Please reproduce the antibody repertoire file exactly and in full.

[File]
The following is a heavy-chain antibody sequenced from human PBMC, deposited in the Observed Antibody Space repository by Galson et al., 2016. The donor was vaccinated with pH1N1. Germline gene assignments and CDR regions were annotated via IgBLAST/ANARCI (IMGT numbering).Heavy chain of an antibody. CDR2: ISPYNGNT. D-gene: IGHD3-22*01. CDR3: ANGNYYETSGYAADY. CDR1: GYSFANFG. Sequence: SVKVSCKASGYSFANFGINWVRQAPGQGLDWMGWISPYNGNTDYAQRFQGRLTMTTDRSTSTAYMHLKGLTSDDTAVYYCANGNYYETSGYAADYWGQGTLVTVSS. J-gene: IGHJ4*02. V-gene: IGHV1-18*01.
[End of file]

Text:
The following is a heavy-chain antibody sequenced from human PBMC, deposited in the Observed Antibody Space repository by Galson et al., 2016. The donor was vaccinated with pH1N1. Germline gene assignments and CDR regions were annotated via IgBLAST/ANARCI (IMGT numbering).Heavy chain of an antibody. CDR2: ISPYNGNT. D-gene: IGHD3-22*01. CDR3: ANGNYYETSGYAADY. CDR1: GYSFANFG. Sequence: SVKVSCKASGYSFANFGINWVRQAPGQGLDWMGWISPYNGNTDYAQRFQGRLTMTTDRSTSTAYMHLKGLTSDDTAVYYCANGNYYETSGYAADYWGQGTLVTVSS. J-gene: IGHJ4*02. V-gene: IGHV1-18*01.